Although the Island’s drainage was notoriously poor and many areas were swamps filled with garbage and infested with mosquitoes, rudimentary efforts to address these problems were not enough to make a difference. In an effort to curtail trash dumping in the swamps, ordinances were posted stating dumping must be done outside city limits.
Citizens and doctors alike were confused that these measures did not result in any noticeable decrease in fever infections. Most unfortunately, the direct connection between mosquitoes and these terrible fever epidemics was still decades away from discovery.
Meanwhile, Islanders in 1867 died of the Yellow Jack so quickly that the city cemetery had to create more space for the dead. That year, the local sextons - those who are charged with maintaining the grounds of a church and with digging the graves for the dead - were unable to dig quickly enough, with newspapers reporting coffins awaiting burial being so numerous, they were stacked like cordwood.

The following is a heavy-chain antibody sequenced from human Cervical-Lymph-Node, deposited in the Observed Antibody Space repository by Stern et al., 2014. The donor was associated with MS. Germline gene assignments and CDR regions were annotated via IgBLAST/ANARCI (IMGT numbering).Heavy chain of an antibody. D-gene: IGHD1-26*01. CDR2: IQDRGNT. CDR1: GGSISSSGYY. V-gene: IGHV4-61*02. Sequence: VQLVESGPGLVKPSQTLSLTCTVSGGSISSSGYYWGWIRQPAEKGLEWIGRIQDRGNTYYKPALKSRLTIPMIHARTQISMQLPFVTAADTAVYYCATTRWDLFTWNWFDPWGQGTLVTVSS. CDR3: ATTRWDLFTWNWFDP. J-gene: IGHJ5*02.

Deaths of yellow fever dominated local news. Long lists of the names of the dead were added to the sexton’s report of interment on a daily basis.
The Galveston Daily News reported that local charities were overburdened, doctors could not care for all the afflicted, and that hasty, scant burial ceremonies with “Unknown” on the markers were becoming frequent. The Howard Association, which was the predecessor of the Red Cross, was stretched far beyond its limits to render assistance to ailing citizens. At the fever’s height during the summer of 1867, nearly 200 people died in the course of one week.
Still, some local doctors dismissed claims that this was yellow fever. It was believed that eucalyptus trees “absorbed” malaria and that planting more would help “clear the air” of floating particles containing yellow fever. No one saw the connection between cooler weather and the decrease in rate of yellow fever infection, and many doctors thought that people of color were less susceptible to the disease.